Cycling, Ride Reports

TCR9, part 1: départ

Part 1 of 6 in the series TCR #9

This year I returned to the Transcontinental Race for my second attempt, in spite of promises to myself and my long-suffering partner that I wouldn’t. I’d vowed last year not to repeat the TCR in 2023 – such was the burden on my personal life. But when I scratched, all that changed.

Despite being in many ways a tougher race than last year’s (thanks mostly to the weather and terrain), this one had a much happier ending. Spoiler alert: I didn’t scratch 🥳

I was cap 119 and here’s part one of my story.

The format was the same as usual:

  • 4 control points, each with a mandatory “parcours” to be ridden
  • Free choice of route between controls/parcours
  • Self-supported

This year’s edition started in Geraardsbergen in Belgium (the traditional home of the race) and finished in the Greek port city of Thessaloniki on the Aegean Sea, with control points in:

The route was the shortest but hilliest in the race’s history, weighing in at around 3,500 km and 47,000 m of climbing (compare with last year’s 4,200 km and 43,000 m). Such mountainous routes take me out of my comfort zone and I knew this TCR would be tough.

(For a bit more about what the TCR is and what makes it special, see my post from last year.)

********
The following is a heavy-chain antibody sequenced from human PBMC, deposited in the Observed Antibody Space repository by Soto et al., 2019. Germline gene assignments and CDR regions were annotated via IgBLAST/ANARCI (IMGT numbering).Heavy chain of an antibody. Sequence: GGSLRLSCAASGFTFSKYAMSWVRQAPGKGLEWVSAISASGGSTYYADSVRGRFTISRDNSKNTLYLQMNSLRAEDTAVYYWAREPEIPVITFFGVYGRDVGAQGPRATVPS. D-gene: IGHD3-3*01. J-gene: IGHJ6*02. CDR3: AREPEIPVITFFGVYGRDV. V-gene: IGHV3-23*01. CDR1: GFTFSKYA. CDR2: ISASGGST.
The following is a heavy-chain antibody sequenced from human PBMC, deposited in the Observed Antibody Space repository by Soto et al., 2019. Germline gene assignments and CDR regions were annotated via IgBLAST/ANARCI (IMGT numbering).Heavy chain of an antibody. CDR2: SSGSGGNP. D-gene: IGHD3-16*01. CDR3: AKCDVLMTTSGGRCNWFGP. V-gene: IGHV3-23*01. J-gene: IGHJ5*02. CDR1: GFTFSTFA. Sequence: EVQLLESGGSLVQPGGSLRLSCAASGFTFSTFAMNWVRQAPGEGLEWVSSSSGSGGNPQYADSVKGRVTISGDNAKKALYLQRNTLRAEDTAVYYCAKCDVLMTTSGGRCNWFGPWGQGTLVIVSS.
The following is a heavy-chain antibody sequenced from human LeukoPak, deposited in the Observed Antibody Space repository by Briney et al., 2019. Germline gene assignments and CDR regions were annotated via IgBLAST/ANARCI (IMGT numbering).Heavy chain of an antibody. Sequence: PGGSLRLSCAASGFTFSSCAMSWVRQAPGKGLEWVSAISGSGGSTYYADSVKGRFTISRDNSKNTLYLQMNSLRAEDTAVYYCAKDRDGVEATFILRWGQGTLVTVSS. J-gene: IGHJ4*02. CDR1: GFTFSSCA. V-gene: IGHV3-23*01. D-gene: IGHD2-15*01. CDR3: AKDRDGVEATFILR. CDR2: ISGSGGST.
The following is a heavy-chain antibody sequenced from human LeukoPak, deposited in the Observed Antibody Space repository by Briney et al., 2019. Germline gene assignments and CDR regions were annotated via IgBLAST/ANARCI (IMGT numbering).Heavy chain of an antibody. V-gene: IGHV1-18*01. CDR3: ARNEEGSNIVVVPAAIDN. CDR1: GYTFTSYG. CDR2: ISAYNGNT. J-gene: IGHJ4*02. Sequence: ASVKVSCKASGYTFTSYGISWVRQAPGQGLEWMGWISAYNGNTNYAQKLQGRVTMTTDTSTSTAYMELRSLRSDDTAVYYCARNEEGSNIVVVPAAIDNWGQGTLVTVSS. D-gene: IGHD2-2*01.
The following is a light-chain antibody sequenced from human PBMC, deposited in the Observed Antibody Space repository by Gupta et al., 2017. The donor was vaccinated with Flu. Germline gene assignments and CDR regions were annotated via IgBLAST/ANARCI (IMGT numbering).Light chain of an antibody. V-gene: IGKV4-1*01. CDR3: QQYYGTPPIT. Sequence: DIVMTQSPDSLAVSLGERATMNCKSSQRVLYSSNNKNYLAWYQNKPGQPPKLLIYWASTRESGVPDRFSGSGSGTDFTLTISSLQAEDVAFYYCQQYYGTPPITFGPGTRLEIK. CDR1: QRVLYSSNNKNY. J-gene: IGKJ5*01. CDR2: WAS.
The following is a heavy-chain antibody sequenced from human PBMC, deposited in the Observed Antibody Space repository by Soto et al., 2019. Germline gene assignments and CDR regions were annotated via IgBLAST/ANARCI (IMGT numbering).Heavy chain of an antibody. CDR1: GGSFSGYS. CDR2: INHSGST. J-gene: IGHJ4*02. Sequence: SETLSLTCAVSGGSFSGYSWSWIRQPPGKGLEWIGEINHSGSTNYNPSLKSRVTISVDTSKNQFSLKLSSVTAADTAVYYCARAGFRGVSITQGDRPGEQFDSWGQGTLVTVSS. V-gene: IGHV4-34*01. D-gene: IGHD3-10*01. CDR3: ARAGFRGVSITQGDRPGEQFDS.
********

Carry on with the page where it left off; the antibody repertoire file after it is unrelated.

The most obvious need since last year’s race was a new bike. After my trusty Kinesis Tripster ATR snapped in half last year, I opted to replace it with an Albannach. I took the opportunity to rebuild most of the bike, replacing the old 105 drivetrain with an electronic GRX groupset, and building up a brand new wheelset specifically for the TCR (using wider deep-section rims from Duke). I’ll give a full run-down of my kit choices at the end of this series, but suffice to say there were lots of cardboard boxes arriving at the door for a couple of months.

The training was OK. I was more consistent earlier in the year (work was less stressful), but less so the closer the race got.

With all the climbing in this year’s route, I’d considered starting some kind of off-the-bike strength training regime to do something about my appalling lack of core strength (which has always been a hindrance for me). But one thing I’ve learned over the years is that if I don’t enjoy it, I won’t do it.

So instead, I took up actual climbing in November last year (you know, the kind with ropes and stuff), and was trying to fit this in alongside my regular training routine. What started off as a way of building core strength turned into a second hobby – I ended up having so much fun that sometimes it took priority over actually riding my bike. It was so nice to do something not entirely based on cardio endurance! Still, I managed to make it work, tapering off the amount of climbing I was doing (reluctantly) as the race approached.

On the bike, I did a lot of short but productive indoor interval sessions in the spring to push my FTP up, transitioning to longer outdoor rides as the weather got hotter and the race got closer. Still, the southern Balkans were gonna be hot, and so heat acclimation had to be a part of my training too. I stuck it out with indoor sessions during the week as much as I could, even as temperatures climbed past 30°C. It was a real sweat-fest in the spare room, but I knew it’d pay off.